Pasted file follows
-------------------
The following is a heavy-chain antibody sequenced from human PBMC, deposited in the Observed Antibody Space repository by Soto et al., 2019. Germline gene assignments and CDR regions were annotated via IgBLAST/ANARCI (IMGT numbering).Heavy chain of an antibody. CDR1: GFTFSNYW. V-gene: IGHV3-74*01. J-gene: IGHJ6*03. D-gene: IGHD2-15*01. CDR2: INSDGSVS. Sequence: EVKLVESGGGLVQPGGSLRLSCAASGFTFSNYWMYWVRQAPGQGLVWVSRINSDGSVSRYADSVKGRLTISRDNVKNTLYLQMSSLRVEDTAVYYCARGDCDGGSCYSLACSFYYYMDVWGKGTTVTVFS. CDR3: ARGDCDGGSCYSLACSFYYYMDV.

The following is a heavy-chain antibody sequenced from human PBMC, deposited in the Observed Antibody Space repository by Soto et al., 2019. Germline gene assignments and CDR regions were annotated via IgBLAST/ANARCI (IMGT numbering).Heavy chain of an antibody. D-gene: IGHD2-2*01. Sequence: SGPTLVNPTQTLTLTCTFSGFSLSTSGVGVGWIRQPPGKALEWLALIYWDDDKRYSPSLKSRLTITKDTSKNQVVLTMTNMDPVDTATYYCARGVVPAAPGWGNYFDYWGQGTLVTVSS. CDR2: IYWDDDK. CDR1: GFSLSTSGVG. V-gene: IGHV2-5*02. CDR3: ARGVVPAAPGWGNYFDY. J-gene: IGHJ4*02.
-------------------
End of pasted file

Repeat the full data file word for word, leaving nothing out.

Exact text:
The following is a heavy-chain antibody sequenced from human PBMC, deposited in the Observed Antibody Space repository by Soto et al., 2019. Germline gene assignments and CDR regions were annotated via IgBLAST/ANARCI (IMGT numbering).Heavy chain of an antibody. CDR1: GFTFSNYW. V-gene: IGHV3-74*01. J-gene: IGHJ6*03. D-gene: IGHD2-15*01. CDR2: INSDGSVS. Sequence: EVKLVESGGGLVQPGGSLRLSCAASGFTFSNYWMYWVRQAPGQGLVWVSRINSDGSVSRYADSVKGRLTISRDNVKNTLYLQMSSLRVEDTAVYYCARGDCDGGSCYSLACSFYYYMDVWGKGTTVTVFS. CDR3: ARGDCDGGSCYSLACSFYYYMDV.

The following is a heavy-chain antibody sequenced from human PBMC, deposited in the Observed Antibody Space repository by Soto et al., 2019. Germline gene assignments and CDR regions were annotated via IgBLAST/ANARCI (IMGT numbering).Heavy chain of an antibody. D-gene: IGHD2-2*01. Sequence: SGPTLVNPTQTLTLTCTFSGFSLSTSGVGVGWIRQPPGKALEWLALIYWDDDKRYSPSLKSRLTITKDTSKNQVVLTMTNMDPVDTATYYCARGVVPAAPGWGNYFDYWGQGTLVTVSS. CDR2: IYWDDDK. CDR1: GFSLSTSGVG. V-gene: IGHV2-5*02. CDR3: ARGVVPAAPGWGNYFDY. J-gene: IGHJ4*02.